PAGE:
Durgamati: The Myth Movie Review Rating: 2/5 Stars (Two stars)
Star Cast: Bhumi Pednekar x two times the disappointment, Arshad Warsi, Mahie Gill’s Bengali Accent, Karan Kapadia & supporting cast which didn’t lend any support
Director: Ashok G
What’s Good: For those who were skipping this thinking it’s a horror film, can now skip thinking it’s not a horror film!
What’s Bad: I had to sit through the entire film to review, whereas you guys will have an option to switch it off anytime.
Loo Break: I don’t think you’ll be watching this till the time you think to take a break
Watch or Not?: I’d prefer to sit down in a dark corner and stare it for 155 minutes!
In a too abrupt start, we see a certain village getting attacked by a group of people. Cut to Ishwar Prasad (Arshad Warsi), Minister of Water Resources, is seen addressing the media over the issue of stolen antiques from the ancient temples. He promises to quit politics if the government fails to track down the people behind this.
CBI Joint Director Satakshi Ganguly (Mahie Gill) is called in from the ruling part’s side to find some dirt on Ishwar. Enters Ishwar’s former personal secretary IAS Chanchal Chauhan (Bhumi Pednekar), who’s spending her time in prison for shooting her husband dead. Satakshi takes her to an abandoned ‘haveli’ to question her.
Enters Durgamati (Also Bhumi Pednekar but way too melodramatic). Durgamati is the spirit of the dead queen of that ‘haveli’ & like every other horror flick, the spirit is here for some kind of revenge. What revenge? That’s the final 30 minutes and are indeed the only bearable ones.
Durgamati: The Myth Movie Review: Script Analysis
The major problem with the story of this film is that it exists only in the last 30 minutes. Totalling to 2 hours & 35 minutes, Ashok’s script takes 2 hours to establish what could’ve been achieved at half of its time. The drastically stretched narrative shatters very few good things the movie possesses. There’s a dialogue in the start which goes as, “we’re starting this on a wrong note”, little did they know that they’re starting the entire film on a disastrous note.
There comes no high moment in the first 120 minutes, and that says a lot about how it’s a patience-tester. Though the biggest takeaway for me will remain to be this one epic dialogue which should be known by one and all: Guy A gets sh*t-scared from the ghost, Guy B says, “Tere angoor kyun kaanp rahe hai?” (Literal translation: Why your grapes are grooving?). Comedy of the film is filled with ‘WTF?’ moments.
Durgamati: The Myth Movie Review: Star Performance
Durgamati to Bhumi Pednekar will prove to be what Bhoot was for Vicky Kaushal. Despite the weak script, Bhumi had the potential to pull this off just by doing her part. Bhumi’s energy as Durgamati is duller than the chances of getting my life straight. It never matches the voice she has dubbed for. This conflicting nature between what she says & how she expresses it is a major turn-off.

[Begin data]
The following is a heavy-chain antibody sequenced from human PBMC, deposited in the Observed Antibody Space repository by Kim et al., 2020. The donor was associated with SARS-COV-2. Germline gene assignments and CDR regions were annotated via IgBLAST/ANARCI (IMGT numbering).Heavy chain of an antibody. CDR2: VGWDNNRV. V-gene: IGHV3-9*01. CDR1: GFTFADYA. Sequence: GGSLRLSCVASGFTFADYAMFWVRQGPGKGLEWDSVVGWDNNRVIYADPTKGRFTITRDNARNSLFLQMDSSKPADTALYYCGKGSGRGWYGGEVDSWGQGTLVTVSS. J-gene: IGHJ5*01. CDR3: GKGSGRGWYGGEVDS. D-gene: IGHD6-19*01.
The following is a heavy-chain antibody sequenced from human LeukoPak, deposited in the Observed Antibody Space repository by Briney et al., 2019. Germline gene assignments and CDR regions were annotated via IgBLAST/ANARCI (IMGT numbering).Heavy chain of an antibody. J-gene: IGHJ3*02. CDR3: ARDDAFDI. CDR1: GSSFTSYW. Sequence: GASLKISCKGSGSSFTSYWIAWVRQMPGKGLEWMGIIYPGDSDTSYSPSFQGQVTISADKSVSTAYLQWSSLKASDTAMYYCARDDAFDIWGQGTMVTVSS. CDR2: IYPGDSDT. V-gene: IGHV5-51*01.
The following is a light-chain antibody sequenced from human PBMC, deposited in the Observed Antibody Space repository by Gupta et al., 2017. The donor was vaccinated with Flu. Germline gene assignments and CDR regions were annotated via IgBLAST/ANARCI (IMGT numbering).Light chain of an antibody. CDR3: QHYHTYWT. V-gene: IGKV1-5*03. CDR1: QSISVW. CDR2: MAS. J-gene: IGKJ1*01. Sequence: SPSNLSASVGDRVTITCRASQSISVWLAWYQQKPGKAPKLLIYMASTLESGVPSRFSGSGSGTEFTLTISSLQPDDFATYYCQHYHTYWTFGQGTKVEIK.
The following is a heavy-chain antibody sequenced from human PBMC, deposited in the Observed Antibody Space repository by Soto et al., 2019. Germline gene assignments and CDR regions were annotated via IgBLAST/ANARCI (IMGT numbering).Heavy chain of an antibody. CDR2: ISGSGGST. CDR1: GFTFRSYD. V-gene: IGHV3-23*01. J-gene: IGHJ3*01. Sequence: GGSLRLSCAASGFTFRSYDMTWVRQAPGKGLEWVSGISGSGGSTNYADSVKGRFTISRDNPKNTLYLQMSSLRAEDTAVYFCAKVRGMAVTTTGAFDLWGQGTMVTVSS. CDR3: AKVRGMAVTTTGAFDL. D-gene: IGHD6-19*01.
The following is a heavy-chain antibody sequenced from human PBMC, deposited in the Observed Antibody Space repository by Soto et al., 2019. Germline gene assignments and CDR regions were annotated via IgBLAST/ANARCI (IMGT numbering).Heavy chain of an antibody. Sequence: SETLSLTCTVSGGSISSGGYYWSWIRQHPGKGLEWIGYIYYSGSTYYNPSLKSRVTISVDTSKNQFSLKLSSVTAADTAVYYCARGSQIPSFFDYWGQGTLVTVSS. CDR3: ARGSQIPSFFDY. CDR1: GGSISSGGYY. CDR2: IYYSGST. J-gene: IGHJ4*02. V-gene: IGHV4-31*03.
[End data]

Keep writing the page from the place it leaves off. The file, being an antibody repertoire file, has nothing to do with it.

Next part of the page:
Arshad Warsi sleepwalks 90% of the time through his ordinary character. No matter how subtle he is, the ‘wow’ factor is missing. The twist helps him to bring out his quirks & that’s where he owns the film.
I haven’t seen the original version, but was it really important to cast Mahie Gill with a Bengali accent? I’m not a proficient critic of accents, but whatever Mahie did definitely seemed off-track. Karan Kapadia manages to stay for an extended period with just a single expression & that’s really commendable.
Durgamati: The Myth Movie Review: Direction, Music
First Laxmii & now this, no matter which route you take to direct these adaptions, the local aura of the script somehow remains in the film. If this trend continues, we’ll soon be able to gauge without knowing if it’s a remake of a South film or not. Just like Raghava Lawrence, even Ashok fails at removing that feel. Backed with some smart screenplay tweaks (like smooth transitioning between the flashbacks), Ashok’s direction is pretty much average. He can definitely do well with a better script. He should try his hand at exploring the commercial cinema in Bollywood.
Ashok ditches S Thaman, bringing in Jakes Bejoy for the background score in this one. The BGM is exceptionally controlled and surprisingly doesn’t go much loud despite the over-the-top drama. Thankfully apart from a couple, there are no more songs to the already extended duration.
Durgamati: The Myth Movie Review: The Last Word
All said and done, Durgamati is an all-over-the-place horror-drama. The intent of adapting and remaking a good story is clearly missing. It’s a horror of a film!
Durgamati: The Myth Trailer
Durgamati: The Myth releases on 11 December , 2020.
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